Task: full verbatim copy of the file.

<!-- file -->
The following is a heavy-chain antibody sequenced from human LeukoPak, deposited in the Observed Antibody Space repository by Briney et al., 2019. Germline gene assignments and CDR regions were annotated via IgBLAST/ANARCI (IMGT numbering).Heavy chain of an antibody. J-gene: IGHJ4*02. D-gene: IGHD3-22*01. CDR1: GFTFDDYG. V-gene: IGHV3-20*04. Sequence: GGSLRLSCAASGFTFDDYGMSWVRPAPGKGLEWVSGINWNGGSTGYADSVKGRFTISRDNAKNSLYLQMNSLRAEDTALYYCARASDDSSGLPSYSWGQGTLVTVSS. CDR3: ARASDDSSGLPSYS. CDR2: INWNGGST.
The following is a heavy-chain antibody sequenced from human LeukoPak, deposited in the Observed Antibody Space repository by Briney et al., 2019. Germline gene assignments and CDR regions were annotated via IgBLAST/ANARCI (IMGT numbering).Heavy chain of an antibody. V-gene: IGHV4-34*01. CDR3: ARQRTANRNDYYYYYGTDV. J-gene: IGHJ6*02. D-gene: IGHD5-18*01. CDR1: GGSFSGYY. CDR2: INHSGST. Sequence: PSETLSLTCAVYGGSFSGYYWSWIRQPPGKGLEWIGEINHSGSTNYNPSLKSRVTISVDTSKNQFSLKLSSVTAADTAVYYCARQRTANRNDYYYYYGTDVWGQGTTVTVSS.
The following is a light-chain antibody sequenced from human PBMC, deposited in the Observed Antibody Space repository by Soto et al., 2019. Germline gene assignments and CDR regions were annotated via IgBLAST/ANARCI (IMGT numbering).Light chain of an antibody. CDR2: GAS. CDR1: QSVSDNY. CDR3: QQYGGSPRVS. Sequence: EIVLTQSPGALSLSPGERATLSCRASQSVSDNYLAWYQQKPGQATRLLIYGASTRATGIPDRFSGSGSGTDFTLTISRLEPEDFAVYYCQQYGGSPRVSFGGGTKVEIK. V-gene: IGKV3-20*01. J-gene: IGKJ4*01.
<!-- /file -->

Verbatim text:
The following is a heavy-chain antibody sequenced from human LeukoPak, deposited in the Observed Antibody Space repository by Briney et al., 2019. Germline gene assignments and CDR regions were annotated via IgBLAST/ANARCI (IMGT numbering).Heavy chain of an antibody. J-gene: IGHJ4*02. D-gene: IGHD3-22*01. CDR1: GFTFDDYG. V-gene: IGHV3-20*04. Sequence: GGSLRLSCAASGFTFDDYGMSWVRPAPGKGLEWVSGINWNGGSTGYADSVKGRFTISRDNAKNSLYLQMNSLRAEDTALYYCARASDDSSGLPSYSWGQGTLVTVSS. CDR3: ARASDDSSGLPSYS. CDR2: INWNGGST.
The following is a heavy-chain antibody sequenced from human LeukoPak, deposited in the Observed Antibody Space repository by Briney et al., 2019. Germline gene assignments and CDR regions were annotated via IgBLAST/ANARCI (IMGT numbering).Heavy chain of an antibody. V-gene: IGHV4-34*01. CDR3: ARQRTANRNDYYYYYGTDV. J-gene: IGHJ6*02. D-gene: IGHD5-18*01. CDR1: GGSFSGYY. CDR2: INHSGST. Sequence: PSETLSLTCAVYGGSFSGYYWSWIRQPPGKGLEWIGEINHSGSTNYNPSLKSRVTISVDTSKNQFSLKLSSVTAADTAVYYCARQRTANRNDYYYYYGTDVWGQGTTVTVSS.
The following is a light-chain antibody sequenced from human PBMC, deposited in the Observed Antibody Space repository by Soto et al., 2019. Germline gene assignments and CDR regions were annotated via IgBLAST/ANARCI (IMGT numbering).Light chain of an antibody. CDR2: GAS. CDR1: QSVSDNY. CDR3: QQYGGSPRVS. Sequence: EIVLTQSPGALSLSPGERATLSCRASQSVSDNYLAWYQQKPGQATRLLIYGASTRATGIPDRFSGSGSGTDFTLTISRLEPEDFAVYYCQQYGGSPRVSFGGGTKVEIK. V-gene: IGKV3-20*01. J-gene: IGKJ4*01.